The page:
Seaworthy

Chapter Eight – The Economy

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“Zack, the banker, I questioned bluntly? Why would Zack the banker say such a thing?”

“Hey, I don’t know. It was just a thought. Anyway, since I’ve got nothing to do today, I’m headed down to Schooner’s. Why don’t you come down later, if you can get away?”

Why would my banker be discussing my time status with anyone? I mean we aren’t blazing the trail here, but we’re staying afloat. Well, sort of afloat. Okay, we’re taking on water, but should Zack be telling everyone else?

Ever since I started this business, it’s been a struggle. Even during the good times five years ago, when we couldn’t seem to work fast enough to keep up with demand, it was a struggle. It’s like no plan that you make can be comprehensive enough to keep up with the changes.

When we started, we had one boat. Our island has always attracted tourists, even though we are off the beaten path. The first two years, we worked everyday it seemed trying to establish ourselves. We contacted travel agents all over the world, we placed ads in fishing magazines, and we made friends with the concierges at the hotels on the island with the hope that they would encourage their guests to give us a try. We even developed a pretty neat person-to-person email referral program that provided discounts to the friends of our patrons and an additional free trip to the patrons who forwarded it and returned to the island on their next trip. Our business started to grow and the future looked bright.

The real kickoff for our business was after our island was written about in one of the top notch travel and leisure magazines. The magazine article impressed upon its readers the great value and beauty of our island. Once that article came out, people came from all over the globe. The island was not the top destination, I believe that’s Las Vegas, but we were up there.

After that article, the sky was the limit. We bought two more boats and we were running up to nine excursions a day. It was a lot of work, and there was a lot of time spent managing the inflows and outflows, but it was exciting and it seemed for a time that we were in the process of building the island dream.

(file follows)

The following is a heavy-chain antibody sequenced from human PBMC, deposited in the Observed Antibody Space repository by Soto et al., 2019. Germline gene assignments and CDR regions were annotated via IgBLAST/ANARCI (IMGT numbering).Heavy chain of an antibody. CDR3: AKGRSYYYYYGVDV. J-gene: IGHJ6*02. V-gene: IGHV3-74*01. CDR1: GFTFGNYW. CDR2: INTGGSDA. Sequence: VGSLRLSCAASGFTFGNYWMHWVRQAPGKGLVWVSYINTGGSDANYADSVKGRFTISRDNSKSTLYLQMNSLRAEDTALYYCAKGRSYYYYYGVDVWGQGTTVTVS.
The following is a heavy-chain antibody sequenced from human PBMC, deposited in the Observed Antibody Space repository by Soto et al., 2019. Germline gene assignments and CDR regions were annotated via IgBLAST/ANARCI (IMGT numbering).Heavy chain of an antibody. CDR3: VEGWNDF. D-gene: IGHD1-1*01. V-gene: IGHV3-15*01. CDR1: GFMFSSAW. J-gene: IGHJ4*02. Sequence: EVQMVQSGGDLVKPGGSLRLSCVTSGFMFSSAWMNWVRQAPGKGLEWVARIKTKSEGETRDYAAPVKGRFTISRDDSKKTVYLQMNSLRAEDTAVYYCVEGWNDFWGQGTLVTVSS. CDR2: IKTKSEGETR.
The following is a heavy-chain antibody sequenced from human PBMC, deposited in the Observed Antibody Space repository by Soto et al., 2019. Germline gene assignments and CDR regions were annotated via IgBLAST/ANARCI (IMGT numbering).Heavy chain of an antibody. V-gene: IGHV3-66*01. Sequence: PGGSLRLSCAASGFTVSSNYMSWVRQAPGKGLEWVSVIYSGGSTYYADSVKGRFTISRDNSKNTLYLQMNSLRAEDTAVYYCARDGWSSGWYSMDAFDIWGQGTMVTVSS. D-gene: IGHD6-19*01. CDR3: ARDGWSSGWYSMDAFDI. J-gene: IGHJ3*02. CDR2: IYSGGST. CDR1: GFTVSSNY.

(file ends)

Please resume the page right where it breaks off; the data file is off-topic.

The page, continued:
Then just when things were almost on cruise control, Callie hit. It was the biggest hurricane to hit our island in the twenty-five years that I have experienced. There were a few old-timers that said that Marlene was worse, but that was fifty-eight years ago. By the way, who names these hurricanes? Why does it seem that all of the really mean ones are women?

Anyhow, Callie wiped out the island. The hotels were all but destroyed, only one resembled its former structure and they took a year of remodeling before they were able to reopen. Those of us in the business of catering to tourists were quickly faced with the new reality of meeting our bloated payrolls and bank notes with no business to sustain. The only business that seemed to be working was Schooner’s, that’s the local bar in town.

I take that back, Admiral’s company kept their business growing during this time as well. It seems that the boss had developed a plan in case a hurricane ever hit the island to take his boats over to the Pacific coast. Admiral’s company also had made investments over the years into a couple of construction companies; Scott’s being one of them. With all of the reconstruction work, these construction companies were working twenty-four seven. Of course, this work only occurred on the structures whose owners had been fortunate enough to get their settlements from the insurance companies. Most of us had been denied settlements because we weren’t covered for flood damage, only wind damage. Who could have predicted that the flood surge would clear our protective walls and inundate the island?

By the time we got the island back to a somewhat working version of itself; it seemed as if the tourists had forgotten us and had moved on to new locales. Ever since, my business has been downsizing. We were once a company with three boats and fifteen employees, and now after Hector and Juan quit, we are down to one boat and four employees. To be honest, I’m not too upset that they quit, expenses are killing me and I’m not even sure how we will survive this summer. Without help from the bank, which based on the comment by Scott seems unlikely, we are facing dire circumstances. And people wonder why my mind is always on business.

Boy, the rain is coming down now.

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